Understanding the tax implications of the Health Care and Education Reconciliation Act.
With the Supreme Court deciding to uphold what has become widely known as Obamacare, there are some tax implications that may make the Affordable Care Act less affordable for higher net worth individuals and families. Unless Congress repeals the Act, those who are considered by the government to be high-income taxpayers will be paying additional taxes in 2013.
Funding Healthcare Reform
Surprised? You are not alone, as many of our clients were not aware of the new taxes or the fact that the definition of “high-income” was as low as $125,000. Here is information about the new Medicare taxes, along with some advice to potentially minimize your exposure.
Starting in 2013, two Medicare tax changes will apply to individuals with an adjusted gross income of over $200,000, or married taxpayers with an adjusted gross income in excess of $250,000 ($125,000 if filing separately):
- Medicare payroll tax increase – Qualifying individuals and families will pay an additional 3.8% tax on the lesser of your net investment income, including dividends, interest, and capital gains, or your adjusted gross income over $250K. The current 2.9% tax is split between employer and employee, but the incremental 0.9% will be paid only by the employee.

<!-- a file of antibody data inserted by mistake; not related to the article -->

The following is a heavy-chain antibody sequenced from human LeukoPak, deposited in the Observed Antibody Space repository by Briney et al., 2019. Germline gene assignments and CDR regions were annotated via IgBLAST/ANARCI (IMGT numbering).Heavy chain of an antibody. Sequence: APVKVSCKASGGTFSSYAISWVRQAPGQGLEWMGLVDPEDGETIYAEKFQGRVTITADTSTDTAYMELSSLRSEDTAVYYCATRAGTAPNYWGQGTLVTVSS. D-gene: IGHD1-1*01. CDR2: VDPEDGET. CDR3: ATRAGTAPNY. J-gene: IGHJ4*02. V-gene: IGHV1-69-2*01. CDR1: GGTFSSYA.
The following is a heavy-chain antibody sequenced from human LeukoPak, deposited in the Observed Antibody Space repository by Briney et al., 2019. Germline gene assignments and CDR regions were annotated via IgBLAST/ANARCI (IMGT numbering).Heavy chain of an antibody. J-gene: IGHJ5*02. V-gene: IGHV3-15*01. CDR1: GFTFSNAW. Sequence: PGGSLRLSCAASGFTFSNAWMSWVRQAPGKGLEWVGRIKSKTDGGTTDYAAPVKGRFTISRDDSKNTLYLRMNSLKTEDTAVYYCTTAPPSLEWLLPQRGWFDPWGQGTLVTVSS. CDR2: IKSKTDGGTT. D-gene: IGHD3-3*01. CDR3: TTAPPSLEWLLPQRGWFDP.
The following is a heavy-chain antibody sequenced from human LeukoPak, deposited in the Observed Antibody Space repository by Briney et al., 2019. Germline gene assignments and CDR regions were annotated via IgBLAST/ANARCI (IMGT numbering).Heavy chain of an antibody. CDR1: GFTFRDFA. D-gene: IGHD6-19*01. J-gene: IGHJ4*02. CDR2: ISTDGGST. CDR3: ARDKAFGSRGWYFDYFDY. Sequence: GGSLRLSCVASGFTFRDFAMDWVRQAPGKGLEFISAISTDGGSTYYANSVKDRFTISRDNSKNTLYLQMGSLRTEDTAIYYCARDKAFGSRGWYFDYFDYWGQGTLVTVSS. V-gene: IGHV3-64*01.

- Unearned income Medicare contribution – Qualifying individuals and families will pay an additional 3.8% tax on net investment income, including dividends, interest, and capital gains. The current 15% long term capital gains tax rate effectively increases to 18.8%. If the Bush tax cuts expire, that rate increase to 25%, a 56% jump over 2012.
Start Your 2013 Planning Today
There are several ways to minimize the impact of the Medicare contribution tax. This is a complex problem that may involve your current investments, so start planning now, even if you decide to wait for the fall elections to execute your plans.
- Consider municipal bonds – This interest is exempt from the Medicare contribution tax, effectively improving returns in comparison against non-exempt investments.
- Fund your retirement account – Retirement income is also not subject to 3.8% tax. Consider post-tax accounts like Roth IRAs, where you can pay capital gains today at the lower 2012 rates.
- Take your capital gains now – Assuming the Bush tax cuts also expire, you will play less than half of the capital gains taxes by recognizing the gains in 2012 vs. in 2013. You can always reinvest after you sell.
This Is Complicated!
As you would expect, the details behind the taxes, income calculations, and tax exclusions are complex. If you would like to learn more about how to calculate and minimize the Healthcare Reform tax implications, please give us a call to schedule an appointment.